To this day, the 'community' 'feels' that we (BVC and you) are LIARS, and that our aggression has far-reaching implications; that the series of meaningless County Ordinances popping up around the southwest (illegally) banning the transportation of prairie dogs through their simplistic, little quadrants of ignorance. We felt that there were grounds for ignoring these ordinances legally, and sought a (donated) legal opinion: guess what? Yes, the ordinances are indeed nothing but moronic hot air, just as we thought.
We always want to work together with other groups, but are you beginning to see the mentality we're dealing with?
on the evening of March 5th, we spoke with Joanne Haddock, and told her about our agreement with Joe Thomas. She was wary, but suggested that we contact Susan Hubby, an activist for prairie dogs in Clovis; she could provide better information than anyone on the location, quantity and condition of the prairie dogs the City wanted to kill so bad.
So you know, BVC is knowledgeable of the U.S. Bureau of Land Management's (BLM) offices and BLM land holdings in New Mexico--hey, we're supposed to. We contacted the Roswell BLM Office, and in a matter of a few weeks secured permission to relocate Clovis' prairie dogs to the BLM's Sand Ranch complex. Sand Ranch is huge, a 120,000-acre plot of land, permanently retired from cattle grazing, and set aside as endangered lesser prairie chicken habitat.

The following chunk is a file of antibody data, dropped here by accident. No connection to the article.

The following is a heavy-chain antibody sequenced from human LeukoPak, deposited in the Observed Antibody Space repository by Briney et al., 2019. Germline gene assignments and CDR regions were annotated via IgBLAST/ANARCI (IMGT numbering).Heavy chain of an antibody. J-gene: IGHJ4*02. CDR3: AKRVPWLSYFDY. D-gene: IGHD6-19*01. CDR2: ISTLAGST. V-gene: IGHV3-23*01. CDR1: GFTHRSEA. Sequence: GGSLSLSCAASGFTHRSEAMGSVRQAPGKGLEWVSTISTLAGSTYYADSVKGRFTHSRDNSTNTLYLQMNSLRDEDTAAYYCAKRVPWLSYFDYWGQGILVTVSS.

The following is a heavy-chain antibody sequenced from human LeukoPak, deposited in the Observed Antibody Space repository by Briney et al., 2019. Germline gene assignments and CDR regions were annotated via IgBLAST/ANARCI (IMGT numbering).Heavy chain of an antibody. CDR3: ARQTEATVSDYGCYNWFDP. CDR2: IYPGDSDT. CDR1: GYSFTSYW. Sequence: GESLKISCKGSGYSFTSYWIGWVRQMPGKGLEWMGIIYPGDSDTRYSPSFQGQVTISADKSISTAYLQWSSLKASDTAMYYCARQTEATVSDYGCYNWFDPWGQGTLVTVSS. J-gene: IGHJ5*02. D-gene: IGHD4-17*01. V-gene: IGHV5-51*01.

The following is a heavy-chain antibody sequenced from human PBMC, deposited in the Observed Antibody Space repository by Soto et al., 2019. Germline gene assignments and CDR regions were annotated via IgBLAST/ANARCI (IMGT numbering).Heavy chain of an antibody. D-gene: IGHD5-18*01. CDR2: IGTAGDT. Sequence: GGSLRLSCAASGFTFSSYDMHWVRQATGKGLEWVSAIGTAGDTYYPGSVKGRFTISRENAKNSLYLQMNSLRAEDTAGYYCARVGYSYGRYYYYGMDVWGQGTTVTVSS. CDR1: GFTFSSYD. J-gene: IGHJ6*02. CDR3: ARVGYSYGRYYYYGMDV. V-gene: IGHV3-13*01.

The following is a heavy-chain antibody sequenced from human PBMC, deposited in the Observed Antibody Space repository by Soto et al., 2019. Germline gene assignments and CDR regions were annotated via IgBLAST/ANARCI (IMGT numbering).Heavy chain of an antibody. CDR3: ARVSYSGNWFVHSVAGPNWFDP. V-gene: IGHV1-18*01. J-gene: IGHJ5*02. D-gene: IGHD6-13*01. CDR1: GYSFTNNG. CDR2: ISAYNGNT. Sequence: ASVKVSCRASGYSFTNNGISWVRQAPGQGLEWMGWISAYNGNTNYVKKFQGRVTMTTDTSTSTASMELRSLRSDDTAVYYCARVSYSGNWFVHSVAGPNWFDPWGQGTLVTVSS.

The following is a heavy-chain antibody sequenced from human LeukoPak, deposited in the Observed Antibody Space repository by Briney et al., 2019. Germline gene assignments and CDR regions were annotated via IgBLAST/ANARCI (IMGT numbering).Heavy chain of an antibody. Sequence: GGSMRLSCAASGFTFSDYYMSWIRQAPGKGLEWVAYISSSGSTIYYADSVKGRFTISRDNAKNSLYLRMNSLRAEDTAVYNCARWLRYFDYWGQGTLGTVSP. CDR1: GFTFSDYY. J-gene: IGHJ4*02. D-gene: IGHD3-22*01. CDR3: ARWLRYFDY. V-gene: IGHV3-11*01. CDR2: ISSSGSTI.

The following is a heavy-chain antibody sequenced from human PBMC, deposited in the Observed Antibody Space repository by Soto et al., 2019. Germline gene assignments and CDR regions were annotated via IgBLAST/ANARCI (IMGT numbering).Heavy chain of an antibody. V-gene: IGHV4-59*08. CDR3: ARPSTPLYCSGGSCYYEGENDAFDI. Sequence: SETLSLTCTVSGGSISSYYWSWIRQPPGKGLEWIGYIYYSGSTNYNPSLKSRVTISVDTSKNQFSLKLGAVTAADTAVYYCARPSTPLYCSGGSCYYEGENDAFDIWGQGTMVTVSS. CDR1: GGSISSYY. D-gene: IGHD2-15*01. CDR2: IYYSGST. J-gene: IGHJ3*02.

Sand Ranch was truly the ideal location for the persecuted Clovis Prairie Dogs to finally call home.
We didn't stop there. We contacted Colonel Robert Griego of the New Mexico Game and Fish Department's Enforcement Division, to make sure that transportation of prairie dogs was permitted, and received confirmation that there were no regulations that prevented such trans-location; the Department had no objections whatsoever to the move.
Nothing Bold Visions Conservation did was extraordinary; we merely performed due diligence, only what we considered to be a competent, thorough and professional job, making the preparations we were expected to.
We set a meeting on May 5, 2103 (see below), with Bill Buzzell, Director of Clovis Parks and Recreation. The group included Mr. Buzzell, BLM Field Biologist Dan Baggao, Joanne Haddock and Susan Hubby, representing Citizens for Prairie Dogs, and Stephen Capra and Joe Adair of BVC. We toured the sites, including Ned Houk Park and Goodwin Lake Walking Trail with Mr. Buzzell, and Potter Park in Mr. Buzzell's absence (he had a meeting to attend), but discussed the site with him prior to his departure. We all agreed on the parameters discussed during the tour to be a good, solid, 'win-win' relocation plan.
After the tour, we parted ways with Dan Baggao, and took Susan Hubby to a couple of grocers, and arranged for food donations to feed the near-starved little creatures. We also bought food over the coming months (thanks to your donations!) to feed the little critters.
Read the Clovis News Journal article here:
As a result of the meeting, the BLM issued a letter memorializing the agreement we had reached. The City Commission later denied the City's agreement was valid, and killed the relocation project the night before it was to begin.
You know the rest of the story...unfortunately...ALMOST.